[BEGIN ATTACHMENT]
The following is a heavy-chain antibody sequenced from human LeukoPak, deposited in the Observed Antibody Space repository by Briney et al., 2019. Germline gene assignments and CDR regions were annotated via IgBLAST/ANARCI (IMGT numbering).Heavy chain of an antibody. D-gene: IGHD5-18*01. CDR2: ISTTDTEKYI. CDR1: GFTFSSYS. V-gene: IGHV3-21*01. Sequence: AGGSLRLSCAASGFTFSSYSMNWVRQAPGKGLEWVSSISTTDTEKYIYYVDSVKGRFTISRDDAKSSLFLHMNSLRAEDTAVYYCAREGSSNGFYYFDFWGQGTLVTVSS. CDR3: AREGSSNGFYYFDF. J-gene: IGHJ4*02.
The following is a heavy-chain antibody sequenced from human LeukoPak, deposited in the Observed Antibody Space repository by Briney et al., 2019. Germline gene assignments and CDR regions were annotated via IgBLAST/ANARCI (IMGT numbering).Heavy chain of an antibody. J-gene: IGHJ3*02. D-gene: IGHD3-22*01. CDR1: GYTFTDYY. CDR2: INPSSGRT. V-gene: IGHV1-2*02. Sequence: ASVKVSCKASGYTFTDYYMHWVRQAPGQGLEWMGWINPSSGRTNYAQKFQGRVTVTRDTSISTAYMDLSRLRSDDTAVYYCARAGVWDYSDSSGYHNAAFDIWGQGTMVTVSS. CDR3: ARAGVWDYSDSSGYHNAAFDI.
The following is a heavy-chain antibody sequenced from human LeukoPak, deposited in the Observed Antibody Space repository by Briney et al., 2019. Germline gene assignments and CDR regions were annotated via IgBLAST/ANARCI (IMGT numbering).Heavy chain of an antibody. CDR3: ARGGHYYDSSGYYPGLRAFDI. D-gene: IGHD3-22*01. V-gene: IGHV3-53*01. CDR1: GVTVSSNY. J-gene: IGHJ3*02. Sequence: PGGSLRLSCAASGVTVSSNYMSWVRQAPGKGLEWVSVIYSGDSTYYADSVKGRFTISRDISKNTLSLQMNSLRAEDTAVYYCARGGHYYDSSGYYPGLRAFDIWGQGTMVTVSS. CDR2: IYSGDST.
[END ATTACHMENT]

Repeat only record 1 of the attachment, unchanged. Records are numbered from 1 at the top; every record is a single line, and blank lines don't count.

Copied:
The following is a heavy-chain antibody sequenced from human LeukoPak, deposited in the Observed Antibody Space repository by Briney et al., 2019. Germline gene assignments and CDR regions were annotated via IgBLAST/ANARCI (IMGT numbering).Heavy chain of an antibody. D-gene: IGHD5-18*01. CDR2: ISTTDTEKYI. CDR1: GFTFSSYS. V-gene: IGHV3-21*01. Sequence: AGGSLRLSCAASGFTFSSYSMNWVRQAPGKGLEWVSSISTTDTEKYIYYVDSVKGRFTISRDDAKSSLFLHMNSLRAEDTAVYYCAREGSSNGFYYFDFWGQGTLVTVSS. CDR3: AREGSSNGFYYFDF. J-gene: IGHJ4*02.